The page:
In teaching my class this week at Roxboro Christian Academy, I was struck by a pattern in the Old Testament. I was talking about the results of the Babylonian Captivity. This was the time the Lord sent His people into exile for 70 years because of their disobedience. They had worshiped idols, intermarried with Gentiles, and continued to go to the Temple in the midst of their in ward disobedience.
After their captivity, there were some changes in the lives of these Israelites. First, they would no longer worship idols. Second, they would follow the Law as closely as possible. Third, there was an emphasis on the coming Messiah. And fourth, they separated themselves from the Gentiles. All of these, except the last one, were good things in and of themselves. However, they pursued them with a diligence and fear that caused the pendulum to swing too far in the other direction.
The Israelites were so afraid of being forced out of the Promised Land, they took a long look at what brought God’s judgment and they decided to never go down that road again. They reacted with some good things. But so often we as people tend to react so firmly, that we miss the point. In the Bible, there was 400 years between the Old and New Testament. God didn’t speak to His people through a prophet for 400 years. In the days of Jesus, we see that the Israelites had moved far away from God. They followed the Law closely, too closely (read: Pharisees). They were careful not to mix with the Gentiles (read: look how they treated them at the Temples). They swore to never again worship idols (they had a problem with Jesus being the Son of God). And finally they were expecting the Messiah with such fervency that they missed Him when He came since He was not what they were expecting.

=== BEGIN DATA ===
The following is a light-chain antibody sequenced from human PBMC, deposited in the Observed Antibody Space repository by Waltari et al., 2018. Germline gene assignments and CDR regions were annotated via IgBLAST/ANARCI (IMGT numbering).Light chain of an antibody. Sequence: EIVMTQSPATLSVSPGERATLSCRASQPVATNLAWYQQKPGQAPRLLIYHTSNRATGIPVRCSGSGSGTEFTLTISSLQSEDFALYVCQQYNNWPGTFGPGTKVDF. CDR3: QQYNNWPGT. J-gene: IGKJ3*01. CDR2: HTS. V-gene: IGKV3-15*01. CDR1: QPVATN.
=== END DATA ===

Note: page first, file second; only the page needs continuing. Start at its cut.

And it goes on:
The Israelites returned from Babylon in a good way. They set themselves up to serve God more faithfully, yet they again fell into the routine of an external religion. That’s what got them in trouble the first time around. We are so much like them. We do good things as Christians. We go to church, read our Bibles, pray, give money, do nice things, etc. But often we are no better than the Israelites because we have done “good” things for so long that we now only do them because it is routine. Our hearts can often grow cold toward the Lord, even though we haven’t missed church in 10 years!
Jesus was clear in the Sermon on the Mount (Matthew 5-7) we can do many good things with the wrong motives and God is not impressed or moved by such empty practices. Let us not go from good to bad, but from good to better.